The only drawback of Stone Crusade is that it is so dated. Not only was it published before Nicole, Sharma, and Graham fully ushered in a new age of bouldering, but it lacks quite a few classic areas that were simply not yet developed or discovered in 1994 (such as all of Chattanooga’s amazing sandstone). Yet it can still be prophetic in some ways, such as predicting a bouldering renaissance at my home in the New River Gorge, which is occurring right now.
Climbing Free: My Life in the Vertical World, by Lynn Hill (2003)
Lynn Hill needs no introduction: the original strong female rock climber, Stonemaster, first free ascentionist of The Nose, competition and sport climber, the list goes on. This autobiography, written with the editing and assistance of John Long and Greg Child, shows her progression and evolution in a beautiful cycle through the 70s, 80s, and 90s. She began climbing traditional routes on California granite before traveling across the western US, then to The Gunks in New York, and on to France before returning to her roots in Yosemite to pull off her greatest achievement on The Nose.
We can learn a lot from this book: height is not everything, always finish your figure eight knot, etc. But the message I took the most from Climbing Free is that diversifying your climbing on all types of rock, by way of sport, trad, and bouldering, only makes you stronger, much stronger than rigidly sticking to just one style.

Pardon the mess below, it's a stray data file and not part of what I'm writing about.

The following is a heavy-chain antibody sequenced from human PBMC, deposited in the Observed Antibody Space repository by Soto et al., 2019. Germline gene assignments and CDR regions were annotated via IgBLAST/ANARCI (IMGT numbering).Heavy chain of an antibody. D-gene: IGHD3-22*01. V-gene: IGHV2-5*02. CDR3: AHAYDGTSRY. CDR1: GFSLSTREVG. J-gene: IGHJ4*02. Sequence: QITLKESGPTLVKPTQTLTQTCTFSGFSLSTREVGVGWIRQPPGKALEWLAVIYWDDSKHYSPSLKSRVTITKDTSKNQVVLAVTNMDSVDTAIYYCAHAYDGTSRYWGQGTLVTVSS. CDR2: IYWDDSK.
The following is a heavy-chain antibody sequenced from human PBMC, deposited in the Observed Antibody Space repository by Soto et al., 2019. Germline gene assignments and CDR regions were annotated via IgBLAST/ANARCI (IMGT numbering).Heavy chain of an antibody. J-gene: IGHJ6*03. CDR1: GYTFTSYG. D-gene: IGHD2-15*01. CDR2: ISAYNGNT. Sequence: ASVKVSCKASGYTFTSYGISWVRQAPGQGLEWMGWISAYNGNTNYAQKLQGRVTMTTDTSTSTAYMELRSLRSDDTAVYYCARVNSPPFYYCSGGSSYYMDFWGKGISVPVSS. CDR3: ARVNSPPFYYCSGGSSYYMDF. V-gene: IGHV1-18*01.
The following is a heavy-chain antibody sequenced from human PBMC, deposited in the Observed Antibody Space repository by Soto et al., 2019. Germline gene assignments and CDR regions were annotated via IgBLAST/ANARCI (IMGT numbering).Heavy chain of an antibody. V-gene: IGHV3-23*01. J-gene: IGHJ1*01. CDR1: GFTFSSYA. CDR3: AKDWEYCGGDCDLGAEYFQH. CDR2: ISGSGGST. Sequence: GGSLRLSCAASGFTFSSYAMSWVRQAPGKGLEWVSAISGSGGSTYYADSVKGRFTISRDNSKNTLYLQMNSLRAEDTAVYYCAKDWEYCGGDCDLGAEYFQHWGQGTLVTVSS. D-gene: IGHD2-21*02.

These two books are the essential “founding fathers” biographies for all climbers. In case you are not aware, Gill essentially invented modern bouldering and the gymnastic style of climbing, and Robbins refined the craft of big wall climbing, and was one of the earliest climbers to focus on “pure” style of using eschewing fixed ropes, excessive bolts, and excessive pitons on his routes.
Ament, one of Colorado’s best free climbers in the 1960s, knows both Gill and Robbins well, and these books are very intimate, informal biographies, ending with personal stories of the author hanging out and climbing with the subjects. Not only are the stories fascinating, but the period photos are amazing as well.
The High Lonesome: Epic Solo Climbing Stories, edited by John Long (1999)
Unlike the above books, this is an edited compilation. It mostly contains first-person essays by great solo climbers, going back even to John Muir and wrapping up with Peter Croft. Although it trends toward the mountaineering aspect more than rock, there are some great stories of free solo rock climbing as well. An interview with Derek Hersey, who would die soloing, is particularly profound, and John Long’s “The Only Blasphemy” will have your palms sweating as he describes in slow motion the process by which he very nearly fell from a 5.11 in Joshua Tree.
Like Stone Crusade, the only drawback of this is book is that it is a tad dated– Michael Reardon and Alex Honnold were well in the future at the time of its publication, and two of the book’s figures, Tomaz Humar and John Bachar, would later die while solo climbing. John Long, perhaps a second edition of this is due?